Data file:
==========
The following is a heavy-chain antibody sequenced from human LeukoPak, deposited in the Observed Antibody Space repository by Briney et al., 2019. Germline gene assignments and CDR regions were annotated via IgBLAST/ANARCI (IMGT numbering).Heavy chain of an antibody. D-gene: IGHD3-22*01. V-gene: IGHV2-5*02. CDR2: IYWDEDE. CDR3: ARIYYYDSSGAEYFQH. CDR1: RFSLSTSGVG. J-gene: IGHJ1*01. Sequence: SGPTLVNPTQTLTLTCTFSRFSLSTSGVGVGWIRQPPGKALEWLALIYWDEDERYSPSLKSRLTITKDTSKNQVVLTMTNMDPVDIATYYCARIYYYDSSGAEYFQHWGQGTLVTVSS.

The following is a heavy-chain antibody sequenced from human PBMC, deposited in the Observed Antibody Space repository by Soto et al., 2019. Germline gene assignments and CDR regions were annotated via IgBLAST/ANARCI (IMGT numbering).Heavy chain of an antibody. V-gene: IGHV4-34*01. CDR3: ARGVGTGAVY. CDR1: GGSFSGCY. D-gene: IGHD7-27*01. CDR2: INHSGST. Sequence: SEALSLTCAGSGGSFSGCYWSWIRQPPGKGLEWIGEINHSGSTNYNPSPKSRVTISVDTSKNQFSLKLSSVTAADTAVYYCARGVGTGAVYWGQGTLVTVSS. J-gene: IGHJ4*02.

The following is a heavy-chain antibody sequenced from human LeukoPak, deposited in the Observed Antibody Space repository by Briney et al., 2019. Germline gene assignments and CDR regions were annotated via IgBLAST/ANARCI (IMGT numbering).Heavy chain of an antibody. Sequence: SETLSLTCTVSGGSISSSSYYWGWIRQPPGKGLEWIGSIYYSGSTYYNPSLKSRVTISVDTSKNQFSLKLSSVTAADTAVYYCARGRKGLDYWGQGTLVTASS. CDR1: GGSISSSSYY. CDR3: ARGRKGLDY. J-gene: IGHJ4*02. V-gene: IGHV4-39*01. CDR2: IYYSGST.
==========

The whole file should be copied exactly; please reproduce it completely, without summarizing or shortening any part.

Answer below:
The following is a heavy-chain antibody sequenced from human LeukoPak, deposited in the Observed Antibody Space repository by Briney et al., 2019. Germline gene assignments and CDR regions were annotated via IgBLAST/ANARCI (IMGT numbering).Heavy chain of an antibody. D-gene: IGHD3-22*01. V-gene: IGHV2-5*02. CDR2: IYWDEDE. CDR3: ARIYYYDSSGAEYFQH. CDR1: RFSLSTSGVG. J-gene: IGHJ1*01. Sequence: SGPTLVNPTQTLTLTCTFSRFSLSTSGVGVGWIRQPPGKALEWLALIYWDEDERYSPSLKSRLTITKDTSKNQVVLTMTNMDPVDIATYYCARIYYYDSSGAEYFQHWGQGTLVTVSS.

The following is a heavy-chain antibody sequenced from human PBMC, deposited in the Observed Antibody Space repository by Soto et al., 2019. Germline gene assignments and CDR regions were annotated via IgBLAST/ANARCI (IMGT numbering).Heavy chain of an antibody. V-gene: IGHV4-34*01. CDR3: ARGVGTGAVY. CDR1: GGSFSGCY. D-gene: IGHD7-27*01. CDR2: INHSGST. Sequence: SEALSLTCAGSGGSFSGCYWSWIRQPPGKGLEWIGEINHSGSTNYNPSPKSRVTISVDTSKNQFSLKLSSVTAADTAVYYCARGVGTGAVYWGQGTLVTVSS. J-gene: IGHJ4*02.

The following is a heavy-chain antibody sequenced from human LeukoPak, deposited in the Observed Antibody Space repository by Briney et al., 2019. Germline gene assignments and CDR regions were annotated via IgBLAST/ANARCI (IMGT numbering).Heavy chain of an antibody. Sequence: SETLSLTCTVSGGSISSSSYYWGWIRQPPGKGLEWIGSIYYSGSTYYNPSLKSRVTISVDTSKNQFSLKLSSVTAADTAVYYCARGRKGLDYWGQGTLVTASS. CDR1: GGSISSSSYY. CDR3: ARGRKGLDY. J-gene: IGHJ4*02. V-gene: IGHV4-39*01. CDR2: IYYSGST.